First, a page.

series thesis:MSc
email glaang@u.washington.edu
more http://dmg.caup.washington.edu/xmlSiteEngine/browsers/stylin/publications.html
last changed 2004/06/02 17:12

_id 657b
authors Wyeld, T.G. , Woodbury, R.F. and Shannon, S.J.
year 2001
title Leitmotif cases for design learning
source CAADRIA 2001 [Proceedings of the Sixth Conference on Computer Aided Architectural Design Research in Asia / ISBN 1-86487-096-6] Sydney 19-21 April 2001, pp. 401-409
summary We have developed several deep cases based on actual and hypothetical built environments and have used these in a strongly student-centred instructional style. On reflection, our approach seems qualitatively different from norms in architecture schools and from other case-based learning practices. We introduce it here under the rubric of the Leitmotif Case, explain its structure and compare it with other approaches.
series CAADRIA
email rw@arch.adelaide.edu.au
last changed 2001/05/27 16:27

_id afd9
authors Yang, QZ and Li, Xiang
year 2001
title Representation and Execution of Building Codes for Automated Code Checking
source Proceedings of the Ninth International Conference on Computer Aided Architectural Design Futures [ISBN 0-7923-7023-6] Eindhoven, 8-11 July 2001, pp. 315-329
summary Computer-based representation and execution of building codes are investigated from the perspective of facilitating the operation of automated building code checking. The automated procedure proposed in this paper is based on the object-oriented (OO) representations for both building design and building code. These OO representation models fully support the execution of building compliance checking automatically. A prototype in Java on Windows NT has been developed to implement our approaches presented in this paper. Case studies are also conducted by using this prototype for automatic checking of building designs compliance with building codes under the “Technical Requirements for Household and Storey Shelters” of Singapore.
keywords Object Orientation, Design Representation, Code Representation, Rule Execution, Automated Building Code Checking
series CAAD Futures
last changed 2006/11/07 06:22

_id avocaad_2001_14
id avocaad_2001_14
authors Adam Jakimowicz
year 2001
title Non-Linear Postrationalisation: Architectural Values Emergence in a Teamwork Interpretation
source AVOCAAD - ADDED VALUE OF COMPUTER AIDED ARCHITECTURAL DESIGN, Nys Koenraad, Provoost Tom, Verbeke Johan, Verleye Johan (Eds.), (2001) Hogeschool voor Wetenschap en Kunst - Departement Architectuur Sint-Lucas, Campus Brussel, ISBN 80-76101-05-1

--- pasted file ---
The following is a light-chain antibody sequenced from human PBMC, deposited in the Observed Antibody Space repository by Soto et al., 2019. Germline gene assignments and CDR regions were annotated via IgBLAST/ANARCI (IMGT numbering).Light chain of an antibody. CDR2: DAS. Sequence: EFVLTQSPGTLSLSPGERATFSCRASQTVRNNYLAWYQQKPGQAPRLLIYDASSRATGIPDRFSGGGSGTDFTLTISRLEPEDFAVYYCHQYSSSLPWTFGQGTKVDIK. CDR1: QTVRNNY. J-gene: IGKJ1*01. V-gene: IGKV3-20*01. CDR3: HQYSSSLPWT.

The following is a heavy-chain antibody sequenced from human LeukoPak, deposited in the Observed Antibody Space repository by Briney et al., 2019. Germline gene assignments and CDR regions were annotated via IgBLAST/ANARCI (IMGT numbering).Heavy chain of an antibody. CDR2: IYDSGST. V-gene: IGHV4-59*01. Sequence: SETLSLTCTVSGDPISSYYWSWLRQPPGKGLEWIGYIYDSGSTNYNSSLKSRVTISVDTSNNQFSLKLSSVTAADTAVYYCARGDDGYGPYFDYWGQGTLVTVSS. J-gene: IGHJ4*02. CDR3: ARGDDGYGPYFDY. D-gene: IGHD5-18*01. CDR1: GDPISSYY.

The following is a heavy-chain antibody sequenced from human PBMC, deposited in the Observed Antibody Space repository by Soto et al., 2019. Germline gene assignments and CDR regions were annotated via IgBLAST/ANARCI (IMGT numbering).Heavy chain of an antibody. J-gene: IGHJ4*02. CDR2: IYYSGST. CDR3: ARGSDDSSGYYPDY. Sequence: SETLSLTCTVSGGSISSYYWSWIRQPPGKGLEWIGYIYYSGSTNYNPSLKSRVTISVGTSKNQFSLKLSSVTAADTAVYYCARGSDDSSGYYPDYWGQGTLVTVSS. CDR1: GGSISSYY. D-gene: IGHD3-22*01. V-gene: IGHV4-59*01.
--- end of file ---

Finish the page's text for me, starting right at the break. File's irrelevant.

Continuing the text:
summary The paper presents the outcomes of the experiment being conducted at the Faculty of Architecture in Bialystok, which derives form three main sources: a new course of architectural composition by computer modelling, developed and conducted in Bialystok postrationalisation as a formulation platform for new architectural values and theories, applied by e.g. Bernard Tschumi the idea of new values emergence resulting form a teamwork, when placed in an appropriate environment; It is assumed that the work performed first intuitively, can be later seriously interpreted, and to some extent rationalised, verbalised, described. With no doubt we can state, that in creative parts of architectural activities, very often decision are taken intuitively (form design). So this ‘procedure’ of postrationalisation of intuitively undertaken efforts and results seems to be very important –when trying to explain ideas. This kind of activity is also very important during the first years of architectural education. In case of this experiment, the students’ works from the course of architectural composition are taken as a base and subjects for interpretation, and values research. However, when at first, individual works are being interpreted by their authors, at the latter stage, the teams are to be formed. The aim of the teamwork is to present individual works, analyse them, find common value(s), and represent it (them) in an appropriate, creative way. The ideal environment to perform this work is hypertext based internet, because the non-linearity of team interpretations is unavoidable. On the other hand, the digital input data (computer models) is a very appropriate initial material to be used for hypermedia development. The experiment is to analyse the specific of the following: the self-influence of the group on the individual work ‘qualification’, mutual influence of the team members on their own work interpretation, the influence of the digital non-linear environment on the final outcome definition. The added value of hypertext in architectural groupwork digital performance shall be examined and described. A new value of individualised, though group based, non-linearity of expression will be presented and concluded.